Referencing and Plagiarism

Referencing is one of the most important aspects of writing in a university context.

Why reference?

  • Referencing is directly linked to the most important function of universities: to develop knowledge and understanding through research and public debate
  • You can only develop new knowledge about a particular topic if you know what the current knowledge is.
  • Writing at university is a process of building new knowledge or thinking of new ways of looking at problems or issues and communicating this to others.
  • This applies not only to what university lecturers do but also to what students are expected to do at university, and it makes learning at university different from learning at school or TAFE. You are not just learning to reproduce knowledge; you are learning to develop and build on previous knowledge.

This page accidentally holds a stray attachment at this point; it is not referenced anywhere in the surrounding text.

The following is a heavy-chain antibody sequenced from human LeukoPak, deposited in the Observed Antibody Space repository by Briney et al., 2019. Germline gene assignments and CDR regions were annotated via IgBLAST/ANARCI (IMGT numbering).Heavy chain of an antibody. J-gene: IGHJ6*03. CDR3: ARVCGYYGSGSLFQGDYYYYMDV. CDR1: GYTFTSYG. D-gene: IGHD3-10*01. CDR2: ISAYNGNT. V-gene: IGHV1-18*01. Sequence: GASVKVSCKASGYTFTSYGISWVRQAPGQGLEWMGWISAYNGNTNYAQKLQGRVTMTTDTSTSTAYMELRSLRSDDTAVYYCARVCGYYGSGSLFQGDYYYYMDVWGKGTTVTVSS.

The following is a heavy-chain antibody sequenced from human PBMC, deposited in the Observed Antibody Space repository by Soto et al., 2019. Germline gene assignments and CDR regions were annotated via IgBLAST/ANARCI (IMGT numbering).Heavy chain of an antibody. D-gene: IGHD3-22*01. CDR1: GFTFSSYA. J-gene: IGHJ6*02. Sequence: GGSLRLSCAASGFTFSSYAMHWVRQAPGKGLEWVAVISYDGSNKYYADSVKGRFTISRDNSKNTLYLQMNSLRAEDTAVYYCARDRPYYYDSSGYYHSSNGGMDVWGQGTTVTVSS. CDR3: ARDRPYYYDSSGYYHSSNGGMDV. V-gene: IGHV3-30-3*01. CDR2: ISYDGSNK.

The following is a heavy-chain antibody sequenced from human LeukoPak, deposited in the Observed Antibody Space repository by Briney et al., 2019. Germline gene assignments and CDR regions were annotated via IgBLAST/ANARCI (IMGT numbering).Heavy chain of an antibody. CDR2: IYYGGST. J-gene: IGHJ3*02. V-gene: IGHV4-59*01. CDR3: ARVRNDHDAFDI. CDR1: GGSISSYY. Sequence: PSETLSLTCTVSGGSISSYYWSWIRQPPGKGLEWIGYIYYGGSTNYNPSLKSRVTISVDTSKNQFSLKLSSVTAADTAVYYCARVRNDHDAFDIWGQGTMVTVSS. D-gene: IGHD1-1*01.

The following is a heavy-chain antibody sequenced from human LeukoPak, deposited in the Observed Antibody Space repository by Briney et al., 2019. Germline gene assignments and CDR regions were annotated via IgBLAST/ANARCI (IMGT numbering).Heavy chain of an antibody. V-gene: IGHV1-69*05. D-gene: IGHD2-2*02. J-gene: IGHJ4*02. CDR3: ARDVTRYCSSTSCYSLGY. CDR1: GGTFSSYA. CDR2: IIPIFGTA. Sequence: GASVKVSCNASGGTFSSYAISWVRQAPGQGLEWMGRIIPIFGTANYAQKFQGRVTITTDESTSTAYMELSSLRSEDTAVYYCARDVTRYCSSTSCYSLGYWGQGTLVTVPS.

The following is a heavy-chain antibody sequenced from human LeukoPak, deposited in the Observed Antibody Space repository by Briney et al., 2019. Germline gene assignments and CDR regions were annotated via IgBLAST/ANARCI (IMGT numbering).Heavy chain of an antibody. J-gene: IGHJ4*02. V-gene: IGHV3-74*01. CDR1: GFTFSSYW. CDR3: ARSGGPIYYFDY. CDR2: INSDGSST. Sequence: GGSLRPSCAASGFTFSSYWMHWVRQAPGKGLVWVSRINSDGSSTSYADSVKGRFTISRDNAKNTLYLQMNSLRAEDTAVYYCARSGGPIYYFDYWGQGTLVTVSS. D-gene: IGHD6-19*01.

• Referencing properly is very important in this process, because to critique someone else's opinion or to agree with someone else's opinion or findings, you first have to acknowledge and be clear on whose opinion it is, so that others who read your opinion can refer back to the original source. Referencing is the accepted way of doing this in a university context.


The term "plagiarism" includes, but is not limited to, the use, by paraphrase or direct quotation, of the published or unpublished work of another person without full and clear acknowledgement. Plagiarism is the action or attempt to take and use or present another person's thoughts, writing, ideas or work as their own to gain or produce unfair advantage.